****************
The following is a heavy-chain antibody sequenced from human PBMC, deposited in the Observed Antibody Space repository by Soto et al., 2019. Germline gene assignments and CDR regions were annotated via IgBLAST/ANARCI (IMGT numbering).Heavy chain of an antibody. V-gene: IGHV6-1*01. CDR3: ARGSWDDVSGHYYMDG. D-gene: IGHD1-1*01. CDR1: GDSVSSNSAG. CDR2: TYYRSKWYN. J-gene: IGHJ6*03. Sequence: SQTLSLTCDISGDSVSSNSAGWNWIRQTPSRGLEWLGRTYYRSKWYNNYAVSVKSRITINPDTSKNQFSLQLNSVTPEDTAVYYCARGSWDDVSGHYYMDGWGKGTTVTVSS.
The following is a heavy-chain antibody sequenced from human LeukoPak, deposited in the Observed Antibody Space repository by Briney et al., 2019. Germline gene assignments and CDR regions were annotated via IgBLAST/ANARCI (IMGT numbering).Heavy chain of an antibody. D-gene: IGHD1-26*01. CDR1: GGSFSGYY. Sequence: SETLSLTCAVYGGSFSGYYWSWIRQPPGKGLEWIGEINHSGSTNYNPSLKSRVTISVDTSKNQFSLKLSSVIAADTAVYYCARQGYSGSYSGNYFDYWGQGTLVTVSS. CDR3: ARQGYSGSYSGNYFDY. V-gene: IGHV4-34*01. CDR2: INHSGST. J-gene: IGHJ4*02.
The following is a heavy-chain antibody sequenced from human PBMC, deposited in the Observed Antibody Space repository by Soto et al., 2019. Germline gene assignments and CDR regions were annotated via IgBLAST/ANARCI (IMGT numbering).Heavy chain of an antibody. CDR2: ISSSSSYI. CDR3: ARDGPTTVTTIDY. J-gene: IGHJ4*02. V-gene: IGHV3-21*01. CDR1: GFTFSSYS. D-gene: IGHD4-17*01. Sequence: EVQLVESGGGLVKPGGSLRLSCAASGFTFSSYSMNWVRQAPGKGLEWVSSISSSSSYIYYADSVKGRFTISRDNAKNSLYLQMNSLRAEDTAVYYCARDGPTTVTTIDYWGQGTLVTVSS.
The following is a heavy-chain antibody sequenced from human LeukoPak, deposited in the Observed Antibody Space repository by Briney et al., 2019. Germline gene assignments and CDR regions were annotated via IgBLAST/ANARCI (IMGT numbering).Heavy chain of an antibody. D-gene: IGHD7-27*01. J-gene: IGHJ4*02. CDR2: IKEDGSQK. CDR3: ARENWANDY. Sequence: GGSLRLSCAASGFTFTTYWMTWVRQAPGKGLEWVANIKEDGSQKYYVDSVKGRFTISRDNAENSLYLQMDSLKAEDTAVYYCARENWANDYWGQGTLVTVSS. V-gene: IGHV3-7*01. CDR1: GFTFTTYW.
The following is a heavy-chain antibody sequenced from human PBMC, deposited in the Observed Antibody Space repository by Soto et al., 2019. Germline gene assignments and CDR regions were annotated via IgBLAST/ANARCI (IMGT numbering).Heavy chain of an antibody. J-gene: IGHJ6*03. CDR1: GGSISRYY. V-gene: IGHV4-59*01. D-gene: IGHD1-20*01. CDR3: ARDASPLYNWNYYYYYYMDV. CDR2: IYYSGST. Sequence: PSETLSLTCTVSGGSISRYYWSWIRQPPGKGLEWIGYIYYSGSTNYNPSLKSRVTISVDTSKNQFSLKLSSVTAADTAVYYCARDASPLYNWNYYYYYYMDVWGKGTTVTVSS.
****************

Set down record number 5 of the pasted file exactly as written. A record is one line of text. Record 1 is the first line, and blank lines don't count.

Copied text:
The following is a heavy-chain antibody sequenced from human PBMC, deposited in the Observed Antibody Space repository by Soto et al., 2019. Germline gene assignments and CDR regions were annotated via IgBLAST/ANARCI (IMGT numbering).Heavy chain of an antibody. J-gene: IGHJ6*03. CDR1: GGSISRYY. V-gene: IGHV4-59*01. D-gene: IGHD1-20*01. CDR3: ARDASPLYNWNYYYYYYMDV. CDR2: IYYSGST. Sequence: PSETLSLTCTVSGGSISRYYWSWIRQPPGKGLEWIGYIYYSGSTNYNPSLKSRVTISVDTSKNQFSLKLSSVTAADTAVYYCARDASPLYNWNYYYYYYMDVWGKGTTVTVSS.